I agree... you did well to keep your cool. You're a better man than me.

The most effective thing I've learned (works with vidiots as well) is to stand VERY close, and point your flash into their face, then blast away. They will move, I promise.
You could try "accidently" bouncing the flash off Uncle Tony's cornea. That should keep him busy for a while. :lol:
I thought this idea was funny for when you have people shooting over your shoulder. Put an extra flash on an optical slave and point it back at them...that way, when their flash fires, all they will get is a blown out image.
LOL. I never use direct flash exept for in major sunlight, so this works REALLY well. I've done it a few times and it works great. You can't believe how fast Uncle Bob and the Vidiots will move.
Either that or I start screaming. I mean bigtime screaming that I can't do my job. I'll tell Uncle Bob that the bride doesn't give a rats if he doesn't get the shot, but I will surely get a call if I don't. Between the two things, that normally works.
I'm pretty dang defensive about it, and I don't mind being an a$$ because I'm the one who has not only the contract, but the responsibility. No one is gonna get ****ed if Uncle Bob misses the shot. No one is gonna get ticked off when Uncle Bob's exposure is screwed up by some point and shoot flash. I go crazy when this happens, and I am VERY vocal about it.
Vidiots are a whole different story. I've worked with some FANTASTIC videographers....joys to work with. But I've also worked with consumer handheld kids who have no idea. These people feel my full brunt. I will elbow them out of the way, stand my ground, blast them with flash, and if worst comes to worst have the bride take a stance. I'ts a last ditch effort, but it works. Nowadays, I have the couple sign a contract giving presidence over uncle bob and the occassional vidiot. All I have to do is whip out the contract and they usually give me leeway.....and I don't have to bother the happy couple.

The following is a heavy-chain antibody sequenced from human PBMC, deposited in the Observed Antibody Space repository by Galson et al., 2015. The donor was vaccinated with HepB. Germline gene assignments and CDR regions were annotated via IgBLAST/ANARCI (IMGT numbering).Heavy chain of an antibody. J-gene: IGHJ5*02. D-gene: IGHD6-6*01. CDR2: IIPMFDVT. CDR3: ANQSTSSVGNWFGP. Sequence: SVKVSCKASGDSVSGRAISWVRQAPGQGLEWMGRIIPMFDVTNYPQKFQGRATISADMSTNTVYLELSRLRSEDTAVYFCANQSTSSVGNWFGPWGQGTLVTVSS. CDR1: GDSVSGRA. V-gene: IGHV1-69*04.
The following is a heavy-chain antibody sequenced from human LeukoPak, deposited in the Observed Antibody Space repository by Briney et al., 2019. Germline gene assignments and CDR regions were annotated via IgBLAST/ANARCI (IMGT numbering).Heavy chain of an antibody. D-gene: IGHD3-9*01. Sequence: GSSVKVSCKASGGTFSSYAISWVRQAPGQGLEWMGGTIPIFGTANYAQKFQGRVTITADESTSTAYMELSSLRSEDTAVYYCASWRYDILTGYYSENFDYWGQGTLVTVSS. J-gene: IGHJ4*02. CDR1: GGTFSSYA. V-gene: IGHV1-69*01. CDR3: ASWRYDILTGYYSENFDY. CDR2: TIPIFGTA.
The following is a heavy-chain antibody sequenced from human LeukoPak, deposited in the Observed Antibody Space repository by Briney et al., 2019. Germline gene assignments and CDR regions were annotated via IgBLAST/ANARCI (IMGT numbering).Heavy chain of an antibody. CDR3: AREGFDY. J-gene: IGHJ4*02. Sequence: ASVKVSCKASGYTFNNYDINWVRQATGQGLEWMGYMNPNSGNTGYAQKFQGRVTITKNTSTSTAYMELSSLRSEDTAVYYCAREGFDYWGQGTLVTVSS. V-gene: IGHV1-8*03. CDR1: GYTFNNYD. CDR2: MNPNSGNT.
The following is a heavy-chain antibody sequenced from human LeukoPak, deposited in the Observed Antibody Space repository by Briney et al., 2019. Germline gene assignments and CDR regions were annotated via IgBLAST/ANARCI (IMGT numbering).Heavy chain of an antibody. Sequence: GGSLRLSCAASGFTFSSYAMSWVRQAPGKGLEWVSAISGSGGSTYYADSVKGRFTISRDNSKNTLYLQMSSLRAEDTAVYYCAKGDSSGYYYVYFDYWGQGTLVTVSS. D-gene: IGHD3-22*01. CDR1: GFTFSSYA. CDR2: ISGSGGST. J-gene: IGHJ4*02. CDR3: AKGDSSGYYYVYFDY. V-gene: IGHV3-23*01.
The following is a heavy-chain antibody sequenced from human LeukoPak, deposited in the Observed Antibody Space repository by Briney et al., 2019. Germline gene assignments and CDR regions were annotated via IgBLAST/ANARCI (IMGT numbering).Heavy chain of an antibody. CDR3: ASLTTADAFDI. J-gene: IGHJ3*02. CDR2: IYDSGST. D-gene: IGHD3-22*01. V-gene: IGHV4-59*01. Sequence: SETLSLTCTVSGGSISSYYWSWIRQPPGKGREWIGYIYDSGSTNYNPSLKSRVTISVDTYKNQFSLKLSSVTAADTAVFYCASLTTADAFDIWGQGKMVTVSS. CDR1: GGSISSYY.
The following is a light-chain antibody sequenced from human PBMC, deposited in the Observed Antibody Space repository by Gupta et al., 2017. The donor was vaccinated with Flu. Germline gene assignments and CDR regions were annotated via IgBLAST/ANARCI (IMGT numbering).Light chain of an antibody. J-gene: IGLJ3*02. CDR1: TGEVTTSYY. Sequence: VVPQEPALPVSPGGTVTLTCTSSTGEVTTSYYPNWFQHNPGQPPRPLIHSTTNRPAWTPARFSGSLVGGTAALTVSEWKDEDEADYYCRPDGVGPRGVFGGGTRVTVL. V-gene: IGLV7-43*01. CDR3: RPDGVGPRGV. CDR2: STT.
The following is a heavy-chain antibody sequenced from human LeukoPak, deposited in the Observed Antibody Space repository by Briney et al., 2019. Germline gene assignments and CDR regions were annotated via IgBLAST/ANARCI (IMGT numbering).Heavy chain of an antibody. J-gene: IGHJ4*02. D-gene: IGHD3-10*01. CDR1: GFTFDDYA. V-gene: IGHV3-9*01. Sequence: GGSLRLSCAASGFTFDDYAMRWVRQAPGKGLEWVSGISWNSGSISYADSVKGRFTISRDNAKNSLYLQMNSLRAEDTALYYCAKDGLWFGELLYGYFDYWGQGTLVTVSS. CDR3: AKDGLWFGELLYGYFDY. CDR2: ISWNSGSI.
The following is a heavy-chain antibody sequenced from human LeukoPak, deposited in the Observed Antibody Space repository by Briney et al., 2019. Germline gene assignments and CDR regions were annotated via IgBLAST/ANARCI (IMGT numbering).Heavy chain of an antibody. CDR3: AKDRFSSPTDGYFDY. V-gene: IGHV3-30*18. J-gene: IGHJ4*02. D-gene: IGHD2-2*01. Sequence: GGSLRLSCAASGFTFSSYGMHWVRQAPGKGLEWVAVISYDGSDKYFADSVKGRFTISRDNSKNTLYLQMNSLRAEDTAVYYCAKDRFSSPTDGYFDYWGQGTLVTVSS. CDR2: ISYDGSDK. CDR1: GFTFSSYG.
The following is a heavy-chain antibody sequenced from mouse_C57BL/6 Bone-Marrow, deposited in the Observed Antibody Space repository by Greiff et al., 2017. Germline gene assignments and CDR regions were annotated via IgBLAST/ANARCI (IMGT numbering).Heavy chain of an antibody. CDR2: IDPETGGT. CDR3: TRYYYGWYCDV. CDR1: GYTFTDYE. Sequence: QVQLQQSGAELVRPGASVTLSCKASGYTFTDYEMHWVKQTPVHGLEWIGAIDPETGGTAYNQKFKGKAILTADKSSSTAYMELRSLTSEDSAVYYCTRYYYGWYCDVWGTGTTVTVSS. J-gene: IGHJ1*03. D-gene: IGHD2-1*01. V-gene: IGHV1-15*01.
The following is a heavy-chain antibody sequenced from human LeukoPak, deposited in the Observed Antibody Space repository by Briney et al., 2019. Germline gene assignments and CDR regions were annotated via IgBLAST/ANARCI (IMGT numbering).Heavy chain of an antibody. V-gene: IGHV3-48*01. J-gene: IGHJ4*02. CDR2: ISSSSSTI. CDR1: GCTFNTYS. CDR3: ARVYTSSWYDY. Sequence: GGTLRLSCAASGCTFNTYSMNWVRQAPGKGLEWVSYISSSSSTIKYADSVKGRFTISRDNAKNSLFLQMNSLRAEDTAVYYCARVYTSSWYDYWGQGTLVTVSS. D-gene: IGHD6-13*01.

But as said earlier, I don't have a problem being totally pushy when I need to.
Just talking about vidiots, this doesn't quite fit in but is a short story. My friend does wedding video (check him out at and he was shooting a wedding and the bride was driving up to the chapel and he is videotaping it and the photographer comes up and he asks her if he needs to move so she can get her shot and that if she gets in front of his camera he can always edit it later. She replies "Honey, I have 8 hours of editing just like you." and then proceeded I guess to be generally rude to him the remainder of the event...but the biggest thing is that she puts video editing on the same time frame as photo editing....when it is a huge difference. And personally, I'm spending a lot more than 8 hours editing...but that may just be because I didn't take the shots as good as I should have initially....